Muslim women say will continue wearing hijab despite fear of being vulnerable


WASHINGTON, June 30 (APP) Several Muslim women living in Northern
Virginia have said they would not quit wearing a hijab in spite of a killing of a young Muslim girl near a mosque this month during Ramadan many suspected was a hate crime.
Police have not designated the killing as hate crime and think as an
incident of road rage but say they are willing to investigate it as a hate crime if any evidence points to that direction, according to a report by the Washington Post. Many of Nebra’s community members though insist her death was a result of Islamophobia that have gained currency in recent time.
During interviews with the reporter, Noorulain Iqbal said her aunt
advised her about three years ago not to wear hijab, fearing that it would make it difficult for her to socialize. After the death of Nebra, she again advised her niece not to cover her head, but this time because of her security.
But, Iqbal has kept her scarf, saying that it is her identity and she
will not take it off no matter how scared she is, although she says she has been more cautious in public. “I stopped running outside at night. I am scared to go outside,” she said.
Batool Mahmud, 23, another Muslim girl and a dental hygienist said she
had an experience of being identified as a Muslim when she was in a school when a group of teens pulled her hijab from her head.
“I am not scared,” said Mahmud at recent vigil held in the honor of
Nebra, adding that hijab is Muslim woman’s identity and taking it off would mean that you are afraid being declaring yourself as a Muslim.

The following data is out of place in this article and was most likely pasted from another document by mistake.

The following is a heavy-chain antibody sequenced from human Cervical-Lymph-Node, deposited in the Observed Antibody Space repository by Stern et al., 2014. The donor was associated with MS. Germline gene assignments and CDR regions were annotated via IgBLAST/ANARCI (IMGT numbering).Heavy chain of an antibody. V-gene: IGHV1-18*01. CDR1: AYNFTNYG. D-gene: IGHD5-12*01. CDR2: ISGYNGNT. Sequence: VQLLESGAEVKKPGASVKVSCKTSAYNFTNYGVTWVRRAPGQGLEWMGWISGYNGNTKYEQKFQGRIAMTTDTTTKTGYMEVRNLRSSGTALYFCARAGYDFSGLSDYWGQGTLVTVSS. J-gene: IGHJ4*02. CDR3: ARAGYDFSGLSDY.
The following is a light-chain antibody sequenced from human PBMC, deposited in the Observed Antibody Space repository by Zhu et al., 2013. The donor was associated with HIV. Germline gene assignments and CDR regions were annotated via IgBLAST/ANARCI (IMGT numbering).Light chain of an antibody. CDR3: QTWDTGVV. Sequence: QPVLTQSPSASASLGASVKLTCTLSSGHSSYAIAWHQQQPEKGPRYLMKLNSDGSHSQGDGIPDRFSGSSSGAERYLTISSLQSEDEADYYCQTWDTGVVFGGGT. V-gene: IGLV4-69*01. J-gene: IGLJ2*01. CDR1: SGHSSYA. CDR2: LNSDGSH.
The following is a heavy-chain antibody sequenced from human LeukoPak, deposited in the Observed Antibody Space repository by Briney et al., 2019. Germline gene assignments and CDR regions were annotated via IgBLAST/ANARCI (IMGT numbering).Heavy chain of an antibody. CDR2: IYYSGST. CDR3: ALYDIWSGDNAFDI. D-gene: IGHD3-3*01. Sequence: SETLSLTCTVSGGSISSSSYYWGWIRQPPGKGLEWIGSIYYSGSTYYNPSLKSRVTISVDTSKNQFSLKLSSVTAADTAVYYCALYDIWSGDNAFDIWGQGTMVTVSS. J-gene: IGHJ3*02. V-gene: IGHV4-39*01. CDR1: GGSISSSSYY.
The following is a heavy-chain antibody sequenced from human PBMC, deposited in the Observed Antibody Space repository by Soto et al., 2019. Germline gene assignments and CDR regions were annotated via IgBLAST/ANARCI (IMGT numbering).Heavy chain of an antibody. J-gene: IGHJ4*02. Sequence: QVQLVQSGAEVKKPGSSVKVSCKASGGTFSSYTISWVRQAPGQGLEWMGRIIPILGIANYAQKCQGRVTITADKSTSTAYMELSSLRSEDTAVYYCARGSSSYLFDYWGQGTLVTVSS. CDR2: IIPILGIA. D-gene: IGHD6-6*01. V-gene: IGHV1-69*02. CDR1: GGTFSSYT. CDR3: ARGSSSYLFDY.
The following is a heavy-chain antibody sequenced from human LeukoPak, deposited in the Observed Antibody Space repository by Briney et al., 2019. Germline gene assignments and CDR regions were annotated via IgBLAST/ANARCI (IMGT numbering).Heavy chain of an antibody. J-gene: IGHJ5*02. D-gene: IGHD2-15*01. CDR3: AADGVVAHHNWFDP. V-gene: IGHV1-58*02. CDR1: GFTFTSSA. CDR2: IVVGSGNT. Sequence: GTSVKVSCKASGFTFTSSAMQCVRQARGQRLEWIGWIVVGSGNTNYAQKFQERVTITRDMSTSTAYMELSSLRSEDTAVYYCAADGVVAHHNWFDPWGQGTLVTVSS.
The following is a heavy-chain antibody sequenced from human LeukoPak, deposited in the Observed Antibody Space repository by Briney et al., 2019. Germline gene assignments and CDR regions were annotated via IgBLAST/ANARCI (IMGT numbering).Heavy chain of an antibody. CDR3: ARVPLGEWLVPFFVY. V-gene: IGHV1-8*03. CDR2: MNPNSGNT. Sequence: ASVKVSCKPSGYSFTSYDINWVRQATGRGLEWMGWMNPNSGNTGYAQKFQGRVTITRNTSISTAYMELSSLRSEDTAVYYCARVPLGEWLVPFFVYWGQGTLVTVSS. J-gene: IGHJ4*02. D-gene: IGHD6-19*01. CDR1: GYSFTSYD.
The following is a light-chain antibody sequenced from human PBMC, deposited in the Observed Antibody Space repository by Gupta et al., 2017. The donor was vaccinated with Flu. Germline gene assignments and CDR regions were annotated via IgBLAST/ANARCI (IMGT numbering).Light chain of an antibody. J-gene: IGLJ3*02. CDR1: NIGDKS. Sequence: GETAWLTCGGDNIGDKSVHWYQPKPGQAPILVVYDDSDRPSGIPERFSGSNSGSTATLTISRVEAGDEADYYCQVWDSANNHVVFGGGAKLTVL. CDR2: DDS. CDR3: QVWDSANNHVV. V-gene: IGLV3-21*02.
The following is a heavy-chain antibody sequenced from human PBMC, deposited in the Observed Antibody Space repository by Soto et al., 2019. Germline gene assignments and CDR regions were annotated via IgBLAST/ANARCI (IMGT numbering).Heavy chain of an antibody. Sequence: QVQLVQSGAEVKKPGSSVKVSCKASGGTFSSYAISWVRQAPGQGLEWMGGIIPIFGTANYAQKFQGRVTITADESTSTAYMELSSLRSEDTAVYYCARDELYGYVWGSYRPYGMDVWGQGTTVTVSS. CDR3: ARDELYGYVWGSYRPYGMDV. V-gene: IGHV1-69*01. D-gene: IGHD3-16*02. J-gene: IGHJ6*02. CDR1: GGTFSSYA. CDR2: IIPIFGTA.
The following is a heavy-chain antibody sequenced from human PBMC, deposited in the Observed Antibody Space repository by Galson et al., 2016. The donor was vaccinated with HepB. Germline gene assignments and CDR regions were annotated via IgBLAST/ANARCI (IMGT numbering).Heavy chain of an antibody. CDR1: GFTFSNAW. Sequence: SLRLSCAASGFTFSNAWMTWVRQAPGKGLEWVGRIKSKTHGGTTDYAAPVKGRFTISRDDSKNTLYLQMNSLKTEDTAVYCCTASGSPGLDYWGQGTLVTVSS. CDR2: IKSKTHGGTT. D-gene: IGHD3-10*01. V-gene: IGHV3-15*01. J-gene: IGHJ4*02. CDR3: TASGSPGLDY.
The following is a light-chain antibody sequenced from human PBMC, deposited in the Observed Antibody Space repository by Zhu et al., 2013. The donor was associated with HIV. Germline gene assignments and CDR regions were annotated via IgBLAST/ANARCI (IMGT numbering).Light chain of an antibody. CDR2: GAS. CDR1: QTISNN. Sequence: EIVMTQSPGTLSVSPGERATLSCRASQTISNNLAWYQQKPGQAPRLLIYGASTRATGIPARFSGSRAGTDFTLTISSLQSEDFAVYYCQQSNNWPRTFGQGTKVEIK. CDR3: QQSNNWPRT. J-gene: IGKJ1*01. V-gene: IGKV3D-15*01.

Citing FBI statistics, the Washington Post report said that “257
anti-Muslim hate crimes with 307 victims were reported in 2015, the most recent statistics available. More than 2,200 bias incidents against Muslims were recorded by the Council on American-Islamic Relations in 2016, up 57 percent over 2015.”
A recent survey of about 800 Muslims carried out by the Institute for
Social Policy and Understanding (ISPU), which studies American Muslim communities in the United States, shows that Muslim may bear the brunt of harassment. As much as 47 percent of women surveyed said they feared for their safety, as compared with 31 percent of the men who expressed the same sentiments.
“It is quite likely that because many Muslim women wear hijab, they are
more visible and therefore bear the brunt of Islamophobic incidents,” Dalia Mogahed, an author of the survey, was quoted by the report.
In May this year, two Christian men were stabbed to death when they
tried to stop a man who shouting anti-Muslim remarks at two women in a local store in the city of Reston in Virginia.
But, such incidents have not deterred women like Wardah Khalid, and more than a dozen Muslim women who were interviewed by the Washington Post, from wearing hijab which, they say, they wear to please God.
“I think this is a time to actually assert our Muslimness,this is not a
time to cower away and back away and fear. If you are attacked for wearing it, then God will reward you,” Khalid said.
A recent Pew survey estimates that the Muslim population in the United
States will double by 2050 from 3.3 million recorded in 2015.